I’m currently involved in a number of research projects that look specifically at reading in the Foundation Phase in South Africa. In my view this is the cause of (and solution to) so many of the problems we see in our education system.
I thought it would be a good idea to get some of the SA reading researchers in the same room to talk about the work they’re currently doing and talk about the way forward. So we’ve organized a half-day workshop for the 28th of April (8:30am-2:30pm). It will be an informal seminar of researchers and should be relatively small (<40 people) to make sure we have time to interact.
Prof Elbie Henning at UJ has kindly offered to host the workshop at UJ (as an aside I am now a part-time research fellow at her SARChI Chair). See the programme below. There are a number of exciting presentations, perhaps most exciting is early feedback from Stephen Taylor et al’s RCT in the North West!
The good news is that we have additional space for 5 or 6 additional participants who would like to attend. So if you’re involved in reading research, teaching reading teachers or policy-making in the Foundation Phase and would like to come on the 28th please send me an email (nicholasspaull[at]gmail.com) with the title “Reading in FP Workshop.” Please also include a paragraph about who you are and why you’d like to attend.
|08:30 – 09:00||Morning tea and coffee|
|09:00 – 09:20||Nic Spaull, University of Johannesburg/OECD
Reading in the Foundation Phase – introduction, welcome and overview
|09:25 – 09:45||TBD|
|09:50 – 10:10||Deborah Mampuru, University of South Africa
Reflections on the development of the African language DBE Workbook series
|10:15 – 10:35||Elizabeth Pretorius, University of South Africa
Oral Reading Fluency and other components of ESL reading: What we know and what we still need to discover
|10:40 – 11:00||Stephen Taylor, Department of Basic Education
Preliminary results of a Randomized Control Trial assessing an early grade reading intervention in the North West
|11:00 – 11:20||
Tea and coffee break
|11:25 – 11:50||Elizabeth Henning, University of Johannesburg
Vision for the new NRF SARChI Chair in Integrated Studies of Learning Language, Mathematics and Science in the Primary School
|11:55 – 12:20
|Brahm Fleisch, Wits University
Reflections on large-scale interventions: Overview of ongoing interventions and discussion of the Triple Cocktail
|12:20 – 13:20
|Carol Nuga Deliwe, Department of Basic Education & Nic Spaull, University of Johannesburg/OECD
Facilitated discussion with everyone on prioritising reading in the DBE – moving from rhetoric to implementation
|13:30 – 14:30||
Hi, I have recently completed a PhD study on the development of the ‘textbook competence’ of teachers within the field of ‘textbook pedagogy’ in teacher education. I have done some work on the characteristics that defines the quality of textbooks, the textbook competence of teachers, and how the textbook competence of teachers could be developed within a theoretical framework provided by textbook pedagogy as a field of study in teacher education. Although I have not specifically worked in the Foundation Phase I believe the role, importance, quality and use of textbooks (including readers and other resource material) is equally important in all phases of schooling, and the need to develop the book competence of teachers is critical in all phases of schooling. My concern is that we may think it would be good enough to only teach reading in the FP. Reading and how to work with books should be taught in every phase, in every grade . . . it is as important in grade 12 as it is in the FP. I would really be interested to attend the workshop that you have arranged at UJ. I thought the picture in your email was most appropriate: the book in the center of the picture represent the importance of books in education, and it is where it should be . . . right in the center of our focus . . . and the quality of the education we provide is dependent on the quality of this book . . . and how we use it. Christiaan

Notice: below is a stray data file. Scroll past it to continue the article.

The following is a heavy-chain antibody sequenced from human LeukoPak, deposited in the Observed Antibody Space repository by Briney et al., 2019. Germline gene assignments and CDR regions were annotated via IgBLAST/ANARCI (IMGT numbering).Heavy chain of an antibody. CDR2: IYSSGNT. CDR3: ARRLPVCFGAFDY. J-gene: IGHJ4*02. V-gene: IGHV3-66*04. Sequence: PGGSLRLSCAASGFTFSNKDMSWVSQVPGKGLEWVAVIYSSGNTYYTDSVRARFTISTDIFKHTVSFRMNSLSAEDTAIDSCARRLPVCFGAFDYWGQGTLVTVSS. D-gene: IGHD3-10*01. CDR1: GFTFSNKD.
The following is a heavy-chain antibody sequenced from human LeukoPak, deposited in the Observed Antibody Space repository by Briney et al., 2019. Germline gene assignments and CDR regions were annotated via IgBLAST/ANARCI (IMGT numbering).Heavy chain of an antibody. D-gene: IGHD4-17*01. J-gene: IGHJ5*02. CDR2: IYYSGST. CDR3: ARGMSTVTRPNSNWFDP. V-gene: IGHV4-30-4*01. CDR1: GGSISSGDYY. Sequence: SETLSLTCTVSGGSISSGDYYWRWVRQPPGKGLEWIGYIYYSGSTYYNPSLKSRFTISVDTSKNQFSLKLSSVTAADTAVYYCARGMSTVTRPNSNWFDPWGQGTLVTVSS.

Date: Sun, 24 Apr 2016 10:36:48 +0000 To: email@example.com
I love this and the Biggest solvable problem article. I teach in a small state school in Durban (mixed demographics but mostly middle class) where we insist on small grade 1 classes so that the children can learn to read at their own pace and for understanding and meaning. We do not get it right with every child but I hope that as these children will be a small part of the solution.
I would love to see some of these presentations, wish I was in Jhb. Thanks for all the inspiration …..
Hoe about holding a similar workshop in Cape Town? I am a master’s student specializing in learning and teaching with Roehampton university. Your articles on reading are duly noted and shared with my colleagues at school here in Cape Town…
How about organizing workshops about synthetic phonics?
I found this in my inbox and just wondered what the outcome of the get together was. Anything written up?
From: Nic Spaull <firstname.lastname@example.org>
Reply-To: Nic Spaull <email@example.com>
Date: Sunday, April 24, 2016 at 12:36 PM
To: Christine Downton <firstname.lastname@example.org>
Subject: [New post] Reading in FP Seminar (28 April, JHB) space available 🙂
Nic Spaull posted: ” I’m currently involved in a number of research projects that look specifically at reading in the Foundation Phase in South Africa. In my view this is the cause of (and solution to) so many of the problems we see in our education system. I thought it woul”